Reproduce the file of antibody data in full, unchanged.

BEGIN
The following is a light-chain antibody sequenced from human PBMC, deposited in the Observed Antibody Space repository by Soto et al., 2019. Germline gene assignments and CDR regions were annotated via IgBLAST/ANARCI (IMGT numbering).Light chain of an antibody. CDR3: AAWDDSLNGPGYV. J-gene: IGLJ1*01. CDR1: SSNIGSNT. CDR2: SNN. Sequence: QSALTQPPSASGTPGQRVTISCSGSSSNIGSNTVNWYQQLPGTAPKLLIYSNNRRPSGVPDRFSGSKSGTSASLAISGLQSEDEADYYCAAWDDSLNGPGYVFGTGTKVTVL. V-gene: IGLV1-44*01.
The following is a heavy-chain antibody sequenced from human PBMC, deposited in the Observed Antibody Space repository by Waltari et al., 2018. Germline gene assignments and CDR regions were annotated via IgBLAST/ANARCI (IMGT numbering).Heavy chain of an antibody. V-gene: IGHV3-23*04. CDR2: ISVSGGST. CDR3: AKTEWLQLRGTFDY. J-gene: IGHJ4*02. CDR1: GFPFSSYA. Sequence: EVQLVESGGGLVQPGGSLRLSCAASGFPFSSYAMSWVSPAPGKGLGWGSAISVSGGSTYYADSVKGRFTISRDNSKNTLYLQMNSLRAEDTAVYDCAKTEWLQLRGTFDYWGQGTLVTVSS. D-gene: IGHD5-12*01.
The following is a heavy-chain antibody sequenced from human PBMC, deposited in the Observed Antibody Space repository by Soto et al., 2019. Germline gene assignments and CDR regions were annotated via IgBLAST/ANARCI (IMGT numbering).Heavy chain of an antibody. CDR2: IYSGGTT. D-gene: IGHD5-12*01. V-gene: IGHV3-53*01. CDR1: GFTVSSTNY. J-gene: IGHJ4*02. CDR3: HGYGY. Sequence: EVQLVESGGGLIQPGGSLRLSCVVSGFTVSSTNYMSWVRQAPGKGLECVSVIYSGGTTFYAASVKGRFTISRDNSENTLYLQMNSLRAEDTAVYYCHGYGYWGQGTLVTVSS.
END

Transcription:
The following is a light-chain antibody sequenced from human PBMC, deposited in the Observed Antibody Space repository by Soto et al., 2019. Germline gene assignments and CDR regions were annotated via IgBLAST/ANARCI (IMGT numbering).Light chain of an antibody. CDR3: AAWDDSLNGPGYV. J-gene: IGLJ1*01. CDR1: SSNIGSNT. CDR2: SNN. Sequence: QSALTQPPSASGTPGQRVTISCSGSSSNIGSNTVNWYQQLPGTAPKLLIYSNNRRPSGVPDRFSGSKSGTSASLAISGLQSEDEADYYCAAWDDSLNGPGYVFGTGTKVTVL. V-gene: IGLV1-44*01.
The following is a heavy-chain antibody sequenced from human PBMC, deposited in the Observed Antibody Space repository by Waltari et al., 2018. Germline gene assignments and CDR regions were annotated via IgBLAST/ANARCI (IMGT numbering).Heavy chain of an antibody. V-gene: IGHV3-23*04. CDR2: ISVSGGST. CDR3: AKTEWLQLRGTFDY. J-gene: IGHJ4*02. CDR1: GFPFSSYA. Sequence: EVQLVESGGGLVQPGGSLRLSCAASGFPFSSYAMSWVSPAPGKGLGWGSAISVSGGSTYYADSVKGRFTISRDNSKNTLYLQMNSLRAEDTAVYDCAKTEWLQLRGTFDYWGQGTLVTVSS. D-gene: IGHD5-12*01.
The following is a heavy-chain antibody sequenced from human PBMC, deposited in the Observed Antibody Space repository by Soto et al., 2019. Germline gene assignments and CDR regions were annotated via IgBLAST/ANARCI (IMGT numbering).Heavy chain of an antibody. CDR2: IYSGGTT. D-gene: IGHD5-12*01. V-gene: IGHV3-53*01. CDR1: GFTVSSTNY. J-gene: IGHJ4*02. CDR3: HGYGY. Sequence: EVQLVESGGGLIQPGGSLRLSCVVSGFTVSSTNYMSWVRQAPGKGLECVSVIYSGGTTFYAASVKGRFTISRDNSENTLYLQMNSLRAEDTAVYYCHGYGYWGQGTLVTVSS.